Graceful Health: Foods That Love Your Heart | Community News
In February, we naturally think of hearts because of Valentine’s Day. Building on this theme, February is also American Heart Month, a time to focus on heart-healthy habits.
If you think about it, Valentine’s Day is a reminder of the best motivation to take care of your heart. A healthy heart helps ensure that you will continue to be here, with and for those you love.
You’ve probably heard of heart disease statistics. It’s a big problem. Heart disease and high blood pressure (hypertension) affect approximately 25% of the American adult population. Without regular checkups and a healthy diet, hypertension can be a “silent killer,” damaging your blood vessels and causing no obvious symptoms until it gets serious, when strokes and fatal heart attacks occur.
With all of that in mind, taking care of your heart is clearly the perfect gift for your loved ones this February.
Maybe you’ve heard heart-healthy advice in negative terms – don’t eat this, don’t eat that. Taking care of your heart doesn’t have to be about deprivation. I’d like to share some dietary tips from the Grace Cottage dietitian that can make heart-healthy eating fun.
One way to love your heart is to lower your cholesterol through fiber.
For example, you can start your day with a delicious fruit smoothie. The heart-healthy secret ingredient here is beans. Yes, beans! Your heart loves fiber and beans are a great source. Added to fruit and low-fat yogurt or milk (any type), beans add creaminess, without adding fat. To celebrate love, try a red smoothie: baked beans, frozen cherries or raspberries, banana, yogurt or milk, and a splash of maple syrup. Festive and delicious!
Another way to incorporate cholesterol-lowering fiber into your diet is to eat a breakfast of cooked oatmeal (not instant) or pearl barley with dried fruit. Both of these dishes take a bit of time to cook, so if that’s too much for your morning routine, simplify your life by cooking a big batch on your day off or in the evening, then spooning it into muffin tins. (heart-shaped, perhaps?) to freeze, then transfer the portions to a zip-top bag – ready for quick reheating in the microwave.
For lunch, add fiber by topping your salad with cooked lentils, chickpeas or hummus, and go light on the dressing. Or add pearl barley to the soup instead of white rice or white pasta.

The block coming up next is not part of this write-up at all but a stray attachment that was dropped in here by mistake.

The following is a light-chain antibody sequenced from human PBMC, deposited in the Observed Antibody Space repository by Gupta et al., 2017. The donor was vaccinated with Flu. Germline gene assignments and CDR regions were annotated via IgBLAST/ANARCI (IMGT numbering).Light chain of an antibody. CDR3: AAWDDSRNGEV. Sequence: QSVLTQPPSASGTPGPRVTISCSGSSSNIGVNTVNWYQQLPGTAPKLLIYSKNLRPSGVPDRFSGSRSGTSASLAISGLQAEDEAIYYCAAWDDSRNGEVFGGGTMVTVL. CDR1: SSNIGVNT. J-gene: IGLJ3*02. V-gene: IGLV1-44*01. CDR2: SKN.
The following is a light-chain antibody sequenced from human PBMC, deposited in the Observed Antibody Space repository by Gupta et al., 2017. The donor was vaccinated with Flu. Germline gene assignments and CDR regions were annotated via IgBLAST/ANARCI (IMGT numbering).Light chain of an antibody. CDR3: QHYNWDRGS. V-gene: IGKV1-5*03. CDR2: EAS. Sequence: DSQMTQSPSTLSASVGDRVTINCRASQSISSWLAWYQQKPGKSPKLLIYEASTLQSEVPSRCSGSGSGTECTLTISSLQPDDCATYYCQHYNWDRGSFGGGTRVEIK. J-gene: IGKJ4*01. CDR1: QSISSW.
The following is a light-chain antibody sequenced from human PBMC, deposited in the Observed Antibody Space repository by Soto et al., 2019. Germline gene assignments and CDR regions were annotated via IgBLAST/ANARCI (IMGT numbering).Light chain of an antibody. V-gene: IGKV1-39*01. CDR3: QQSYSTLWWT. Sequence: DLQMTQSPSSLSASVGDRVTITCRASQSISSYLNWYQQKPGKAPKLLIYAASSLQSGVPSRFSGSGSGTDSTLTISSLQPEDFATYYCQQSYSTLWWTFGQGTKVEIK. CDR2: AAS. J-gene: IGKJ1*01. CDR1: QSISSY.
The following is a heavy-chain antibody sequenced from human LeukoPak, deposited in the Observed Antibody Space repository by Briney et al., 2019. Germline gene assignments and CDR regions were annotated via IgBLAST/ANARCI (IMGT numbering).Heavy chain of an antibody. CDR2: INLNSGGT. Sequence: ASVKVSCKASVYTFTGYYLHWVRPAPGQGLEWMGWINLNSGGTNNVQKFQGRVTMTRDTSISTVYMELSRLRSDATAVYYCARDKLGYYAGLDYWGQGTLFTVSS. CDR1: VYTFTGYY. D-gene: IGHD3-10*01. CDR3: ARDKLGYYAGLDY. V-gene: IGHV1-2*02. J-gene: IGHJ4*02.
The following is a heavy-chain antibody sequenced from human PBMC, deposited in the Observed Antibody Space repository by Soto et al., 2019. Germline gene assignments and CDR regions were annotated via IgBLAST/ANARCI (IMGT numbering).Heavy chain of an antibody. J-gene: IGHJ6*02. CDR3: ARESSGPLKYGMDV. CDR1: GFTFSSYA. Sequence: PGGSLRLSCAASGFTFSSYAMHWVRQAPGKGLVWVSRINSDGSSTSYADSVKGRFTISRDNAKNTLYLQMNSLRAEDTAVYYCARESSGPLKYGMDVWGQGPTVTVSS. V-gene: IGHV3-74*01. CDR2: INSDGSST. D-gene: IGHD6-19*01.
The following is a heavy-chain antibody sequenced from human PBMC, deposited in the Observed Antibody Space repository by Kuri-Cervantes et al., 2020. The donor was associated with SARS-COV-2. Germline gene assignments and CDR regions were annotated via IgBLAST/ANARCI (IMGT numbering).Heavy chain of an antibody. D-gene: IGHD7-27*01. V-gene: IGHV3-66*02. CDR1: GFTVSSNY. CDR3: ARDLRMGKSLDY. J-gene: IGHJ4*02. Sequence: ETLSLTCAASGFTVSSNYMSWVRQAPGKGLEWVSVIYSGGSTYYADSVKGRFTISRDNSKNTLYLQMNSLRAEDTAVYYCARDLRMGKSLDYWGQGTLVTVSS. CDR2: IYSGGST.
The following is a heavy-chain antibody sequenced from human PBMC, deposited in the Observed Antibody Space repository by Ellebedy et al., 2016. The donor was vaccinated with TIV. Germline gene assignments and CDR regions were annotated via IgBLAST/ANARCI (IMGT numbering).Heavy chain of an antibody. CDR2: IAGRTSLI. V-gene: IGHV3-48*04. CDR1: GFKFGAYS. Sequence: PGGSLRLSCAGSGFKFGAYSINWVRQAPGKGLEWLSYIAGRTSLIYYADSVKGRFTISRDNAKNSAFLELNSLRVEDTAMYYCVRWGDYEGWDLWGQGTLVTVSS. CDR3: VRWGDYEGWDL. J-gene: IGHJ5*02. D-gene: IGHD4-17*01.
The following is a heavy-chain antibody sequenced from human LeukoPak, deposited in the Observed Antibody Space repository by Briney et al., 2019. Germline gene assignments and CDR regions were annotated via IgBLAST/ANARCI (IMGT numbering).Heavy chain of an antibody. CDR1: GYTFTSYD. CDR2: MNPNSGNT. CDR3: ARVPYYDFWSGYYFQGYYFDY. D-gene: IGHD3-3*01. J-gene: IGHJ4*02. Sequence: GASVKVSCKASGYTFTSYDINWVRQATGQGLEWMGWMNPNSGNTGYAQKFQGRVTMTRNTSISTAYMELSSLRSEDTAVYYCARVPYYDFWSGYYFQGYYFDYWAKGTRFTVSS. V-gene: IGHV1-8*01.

When you need a snack, your heart will love a handful of dry roasted, unsalted nuts. Or peanut butter or almond butter on bread (for fun, cut in the shape of a heart?).
Yes, your heart loves fiber because it binds to cholesterol in the digestive system and helps move cholesterol out of the body.
Another way to take care of your heart with food is to focus on making the fats in your diet mostly from plants rather than animals. If possible, avoid cooking with butter or lard and use a vegetable oil like olive oil or peanut oil. Try swaps such as: guacamole on a quesadilla instead of sour cream, peanut butter on toast instead of butter, nuts in a salad instead of cheese.
A good romantic dinner might consist of baked salmon, a barley salad cooked with dried cherries, chard or steamed spinach, and a baked apple or pear with cinnamon and a touch maple syrup for dessert. Easy, delicious and high in fiber – your heart will love you for it.
During the month of February, we see hearts everywhere, reminding us to show love for the special people in our lives. How about giving your heart a Valentine’s Day by choosing foods your heart loves? In return, your heart will love you back!
Jim Picone is a Certified Physician Assistant. He graduated as a Physician Assistant with an MD from the University of Iowa. During his decades of professional experience, Jim has worked at Central Vermont Medical Center, University of Vermont Medical Center, Green Mountain Orthopedic Surgery, and Valley Regional Hospital Orthopedic Group. He joined the Grace Cottage team in 2019.